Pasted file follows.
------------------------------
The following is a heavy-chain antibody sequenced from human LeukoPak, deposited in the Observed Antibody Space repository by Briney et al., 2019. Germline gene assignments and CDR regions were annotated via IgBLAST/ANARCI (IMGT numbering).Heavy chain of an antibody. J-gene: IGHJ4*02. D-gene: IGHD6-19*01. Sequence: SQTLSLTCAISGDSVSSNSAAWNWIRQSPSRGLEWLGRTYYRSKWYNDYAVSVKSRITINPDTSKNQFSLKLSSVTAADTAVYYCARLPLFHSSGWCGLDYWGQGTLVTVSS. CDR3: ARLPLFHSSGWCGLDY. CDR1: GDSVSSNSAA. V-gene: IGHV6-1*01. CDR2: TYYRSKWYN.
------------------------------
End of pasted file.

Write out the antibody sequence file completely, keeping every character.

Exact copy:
The following is a heavy-chain antibody sequenced from human LeukoPak, deposited in the Observed Antibody Space repository by Briney et al., 2019. Germline gene assignments and CDR regions were annotated via IgBLAST/ANARCI (IMGT numbering).Heavy chain of an antibody. J-gene: IGHJ4*02. D-gene: IGHD6-19*01. Sequence: SQTLSLTCAISGDSVSSNSAAWNWIRQSPSRGLEWLGRTYYRSKWYNDYAVSVKSRITINPDTSKNQFSLKLSSVTAADTAVYYCARLPLFHSSGWCGLDYWGQGTLVTVSS. CDR3: ARLPLFHSSGWCGLDY. CDR1: GDSVSSNSAA. V-gene: IGHV6-1*01. CDR2: TYYRSKWYN.